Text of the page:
Pump Court Chambers

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Blog 6th October 2015

Who is responsible for transport safety?

For anyone involved in transport law, safety is always the first priority and concern of any regulator or court. The Transport Safety Commission has recently published a report ‘UK Transport Safety: Who is responsible?’ The Commission, which is an independent body established in 2013, has the role of inquiring into transport safety matters, in order […]

Blog 5th October 2015

The curse of CCC

The Prosecution of Offences Act 1985 (Criminal Courts Charge) Regulations 2015 continue to drive judicial despair and resignations from the lay bench. Lucy Plumpton addresses an issue which raises the prospect of further injustice for Defendants. Which charge should apply when a Defendant pleads to a summary-only offence in the Crown Court? My client had […]

Blog 2nd October 2015

Recent developments in disciplinary law

There have been two recent important cases, Squier and Enemuwe, on the vexed question of the use that professional disciplinary panels are entitled to make of Court of Appeal judgments in related criminal cases. Squier must now be regarded as the leading authority on the issue. The Queen (on the application of Squier) v General […]

Blog 1st October 2015

From the GMC fitness to practise panel

Rajkumar (June 2015) Providing drug without prescription – vulnerable patient – invitation to patient to collude in malpractice. Facts The Doctor, without formally prescribing it, gave a patient lorazepam on a home visit, and then told her not to inform his secretary of what he had done. At the time the patient was under the […]

Blog 28th September 2015

Rugby World Cup – how are players disciplined?

The laws of Rugby are notoriously incomprehensible to most spectators, many players and some referees. But if you thought the rules about behaviour in the scrum were murky, spare a thought for the galaxy of rugby loving legal luminaries who administer an equally complex set of disciplinary rules. The game at international level is run […]

Blog 25th September 2015

NHS staff must declare gifts from drugs companies or face jail

Does the widely disliked “Big Pharma” bribe doctors with free gifts and hospitality? In this country at least, bribery is seldom carried out by anything so obvious as a brown envelope stuffed with used bank notes. Instead, it is made to seem respectable by invitations to conferences in comfortable hotels, where the ostensible purpose of […]

Blog 21st September 2015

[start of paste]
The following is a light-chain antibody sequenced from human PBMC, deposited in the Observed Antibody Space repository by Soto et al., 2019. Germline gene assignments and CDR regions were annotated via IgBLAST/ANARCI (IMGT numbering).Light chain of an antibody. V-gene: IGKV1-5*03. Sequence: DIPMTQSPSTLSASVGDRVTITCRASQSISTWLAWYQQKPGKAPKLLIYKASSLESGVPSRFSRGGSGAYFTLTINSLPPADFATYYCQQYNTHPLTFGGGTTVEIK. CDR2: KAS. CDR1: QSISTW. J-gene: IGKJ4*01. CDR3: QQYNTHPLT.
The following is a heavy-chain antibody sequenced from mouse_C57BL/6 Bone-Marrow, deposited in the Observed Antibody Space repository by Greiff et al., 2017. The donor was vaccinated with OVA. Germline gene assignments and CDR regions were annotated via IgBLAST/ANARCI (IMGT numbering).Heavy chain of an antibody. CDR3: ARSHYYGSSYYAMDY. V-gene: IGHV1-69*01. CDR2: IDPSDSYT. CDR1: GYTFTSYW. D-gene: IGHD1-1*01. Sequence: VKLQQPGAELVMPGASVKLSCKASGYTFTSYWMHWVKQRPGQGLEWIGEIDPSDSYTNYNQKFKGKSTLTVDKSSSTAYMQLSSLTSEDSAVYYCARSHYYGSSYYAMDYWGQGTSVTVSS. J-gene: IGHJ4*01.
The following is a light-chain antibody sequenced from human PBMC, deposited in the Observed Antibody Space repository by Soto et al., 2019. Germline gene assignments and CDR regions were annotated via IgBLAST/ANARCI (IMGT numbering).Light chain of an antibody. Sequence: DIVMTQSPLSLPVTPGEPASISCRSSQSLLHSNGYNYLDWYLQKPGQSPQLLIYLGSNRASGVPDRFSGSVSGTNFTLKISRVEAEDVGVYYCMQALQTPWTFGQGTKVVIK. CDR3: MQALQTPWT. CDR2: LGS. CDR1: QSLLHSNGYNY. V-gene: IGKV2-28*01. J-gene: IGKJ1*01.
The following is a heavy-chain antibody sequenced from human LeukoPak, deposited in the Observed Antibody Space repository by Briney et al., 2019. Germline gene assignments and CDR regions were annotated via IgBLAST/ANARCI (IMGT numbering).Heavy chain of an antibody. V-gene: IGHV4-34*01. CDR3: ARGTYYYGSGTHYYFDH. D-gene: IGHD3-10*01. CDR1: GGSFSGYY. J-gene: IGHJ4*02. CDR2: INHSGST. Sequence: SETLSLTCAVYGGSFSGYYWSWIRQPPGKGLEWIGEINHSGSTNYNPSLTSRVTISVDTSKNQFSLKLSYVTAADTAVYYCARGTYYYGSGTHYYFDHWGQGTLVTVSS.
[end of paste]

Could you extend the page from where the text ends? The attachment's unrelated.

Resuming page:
Shining the light on proceedings

Often people will ask me whether the Bar and the Courtroom exchanges are really like it is portrayed on television in programmes like ‘Silk’ or ‘Judge John Deed’ and, for those of you old enough to remember, ‘Crown Court’. Since most episodes have to fit in to a one hour slot, there has to be […]

Blog 2nd September 2015

A (A Child) [2015] EWCA Civ 910

Background on the relevant law S.1 (2A) and (2B) of the Children Act 1989, as amended by the Children and Families Act 2014, states that there is a presumption that involvement (direct or indirect) of a parent in a child’s life will further the welfare of the child. This position is therefore the starting point […]

Blog 25th August 2015

Revocation of adoption orders: As rare as hen’s teeth?

Once a child is adopted this severs all legal ties with the birth family and establishes a new legal relationship with the adopters family. Often these adoptions are considered to be enabling the child to be a part of a forever family. However, the law allows for applications for revocation of the Adoption Order, but […]

Blog 24th August 2015

Variation of undertakings in financial remedy orders

Undertakings in financial remedy orders are commonplace but the recent case of Birch v Birch [2015] EWCA Civ 833 explored the issue of the court’s jurisdiction to vary undertakings on application. The facts were fairly simple. The Wife obtained a transfer of the family home and gave undertakings to the court to use her best […]

Blog 13th August 2015

A bad day at the office, or when intervention is too much intervention

The finding of fact hearing that was the subject of a recent appeal in Re G (A Child) [2015] EWCA Civ 834 puts into perspective what advocates (and indeed judges) may count as a “bad day at the office”. The facts are in many ways irrelevant, but to give a little context: this was a […]

Blog 6th August 2015

Re H (Children) [2015] EWCA Civ 583

The case arose from public law family proceedings relating to a family of four children, whose mother was unable to care for them due to mental illness. The Father cared for all four children prior to the proceedings, however, the local authority had concerns that he was unable to cope and applied for a full […]

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